What happens to a sound wave when something becomes louder? Is an object with an icy core flying through space an asteroid or a comet? When is the last time you thought about your high school science class?
Though "when am I ever going to use this in real life?" is a common refrain heard in math and science classrooms around the country, the fact remains most of us easily forget basic tenets of science. You may not even remember where water boils faster.
But, for better or worse, you're not alone. According to the Pew Research Center's recent Science Knowledge Quiz, only 6% of Americans were able to correctly answer all 12 of the science questions posed in a newly posted quiz. Test your own knowledge below:
(If there are any problems taking the quiz on this page, it can also be accessed here.)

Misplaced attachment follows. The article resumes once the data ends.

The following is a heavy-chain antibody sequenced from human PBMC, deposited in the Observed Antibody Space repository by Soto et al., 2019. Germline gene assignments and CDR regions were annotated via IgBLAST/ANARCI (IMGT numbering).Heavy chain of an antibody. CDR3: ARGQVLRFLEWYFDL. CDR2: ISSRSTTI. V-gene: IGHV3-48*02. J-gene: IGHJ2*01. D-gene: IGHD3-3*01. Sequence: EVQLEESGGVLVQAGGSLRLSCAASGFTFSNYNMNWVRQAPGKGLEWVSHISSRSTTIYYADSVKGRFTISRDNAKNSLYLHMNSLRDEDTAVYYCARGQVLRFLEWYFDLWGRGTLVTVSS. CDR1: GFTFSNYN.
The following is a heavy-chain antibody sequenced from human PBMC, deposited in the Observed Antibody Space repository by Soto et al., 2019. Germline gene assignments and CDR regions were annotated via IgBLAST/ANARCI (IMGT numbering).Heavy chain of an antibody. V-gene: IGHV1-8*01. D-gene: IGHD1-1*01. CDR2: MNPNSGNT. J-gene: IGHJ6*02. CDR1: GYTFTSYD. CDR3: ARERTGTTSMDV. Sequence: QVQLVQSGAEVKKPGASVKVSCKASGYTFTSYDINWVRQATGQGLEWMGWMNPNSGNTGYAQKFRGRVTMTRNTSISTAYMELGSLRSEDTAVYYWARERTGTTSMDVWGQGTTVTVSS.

I Fucking Love Science explained the two questions respondents most frequently got right had to do with the Earth's core and comets. But, sadly, the subjects of altitudes and sound waves were not so lucky: "Questions respondents struggled the most with were how high altitude affects water boiling (only 34% guessed correctly), and what determines loudness in a sound wave (35%, and it's amplitude, by the way)," IFLScience observed.
The country's lack of knowledge isn't just depressing philosophically. The scarcity of Americans qualified in STEM comes at an economic cost to the country. "Sixty percent of the new jobs that will open in the 21st century will require [STEM] skills possessed by only 20% of the current workforce," the National Math and Science Initiative notes.
Out of 64 countries ranked by the Pew Research Center, the United States came in 35th place for mathematics and 27th place for science. And in 2013, only 36% of high school students in America were educated enough for "college-level science," the initiative reports.
So, if you're didn't score in the A-range on this exam, you can at least take solace in the fact the rest of the country is probably doing just as badly as you.